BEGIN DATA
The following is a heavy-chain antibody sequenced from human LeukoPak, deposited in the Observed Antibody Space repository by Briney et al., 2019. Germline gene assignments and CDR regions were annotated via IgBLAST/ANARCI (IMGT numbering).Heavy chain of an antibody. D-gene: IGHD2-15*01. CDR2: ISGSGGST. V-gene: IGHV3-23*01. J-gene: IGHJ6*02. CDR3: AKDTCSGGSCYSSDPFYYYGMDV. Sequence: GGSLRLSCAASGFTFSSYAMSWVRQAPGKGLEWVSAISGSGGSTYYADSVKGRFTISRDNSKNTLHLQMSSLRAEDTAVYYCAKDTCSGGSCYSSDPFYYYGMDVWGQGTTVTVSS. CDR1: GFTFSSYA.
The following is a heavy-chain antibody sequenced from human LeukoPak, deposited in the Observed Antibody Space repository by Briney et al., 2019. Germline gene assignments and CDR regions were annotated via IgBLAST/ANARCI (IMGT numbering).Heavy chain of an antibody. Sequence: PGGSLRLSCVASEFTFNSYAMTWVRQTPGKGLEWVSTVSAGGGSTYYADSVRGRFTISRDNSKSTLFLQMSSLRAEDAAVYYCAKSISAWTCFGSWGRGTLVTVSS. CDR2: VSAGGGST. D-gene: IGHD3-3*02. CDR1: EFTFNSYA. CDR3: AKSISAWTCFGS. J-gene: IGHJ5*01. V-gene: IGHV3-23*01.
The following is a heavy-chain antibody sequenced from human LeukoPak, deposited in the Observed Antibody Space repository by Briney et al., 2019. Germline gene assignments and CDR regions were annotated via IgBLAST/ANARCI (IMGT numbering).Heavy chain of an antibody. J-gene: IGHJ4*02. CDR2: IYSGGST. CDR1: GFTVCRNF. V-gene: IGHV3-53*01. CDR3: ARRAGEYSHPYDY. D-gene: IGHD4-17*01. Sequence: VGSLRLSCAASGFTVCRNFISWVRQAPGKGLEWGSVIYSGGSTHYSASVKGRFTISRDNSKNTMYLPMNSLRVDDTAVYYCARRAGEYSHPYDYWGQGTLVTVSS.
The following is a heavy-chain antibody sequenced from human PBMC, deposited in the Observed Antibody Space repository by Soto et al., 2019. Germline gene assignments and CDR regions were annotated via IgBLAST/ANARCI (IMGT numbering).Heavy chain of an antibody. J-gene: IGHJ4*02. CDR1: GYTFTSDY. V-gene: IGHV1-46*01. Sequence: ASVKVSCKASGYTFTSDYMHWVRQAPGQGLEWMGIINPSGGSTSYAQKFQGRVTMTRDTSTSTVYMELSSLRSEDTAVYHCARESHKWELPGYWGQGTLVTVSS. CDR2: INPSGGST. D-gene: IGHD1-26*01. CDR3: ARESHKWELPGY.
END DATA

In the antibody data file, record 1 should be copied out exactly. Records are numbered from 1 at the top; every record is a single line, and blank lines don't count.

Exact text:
The following is a heavy-chain antibody sequenced from human LeukoPak, deposited in the Observed Antibody Space repository by Briney et al., 2019. Germline gene assignments and CDR regions were annotated via IgBLAST/ANARCI (IMGT numbering).Heavy chain of an antibody. D-gene: IGHD2-15*01. CDR2: ISGSGGST. V-gene: IGHV3-23*01. J-gene: IGHJ6*02. CDR3: AKDTCSGGSCYSSDPFYYYGMDV. Sequence: GGSLRLSCAASGFTFSSYAMSWVRQAPGKGLEWVSAISGSGGSTYYADSVKGRFTISRDNSKNTLHLQMSSLRAEDTAVYYCAKDTCSGGSCYSSDPFYYYGMDVWGQGTTVTVSS. CDR1: GFTFSSYA.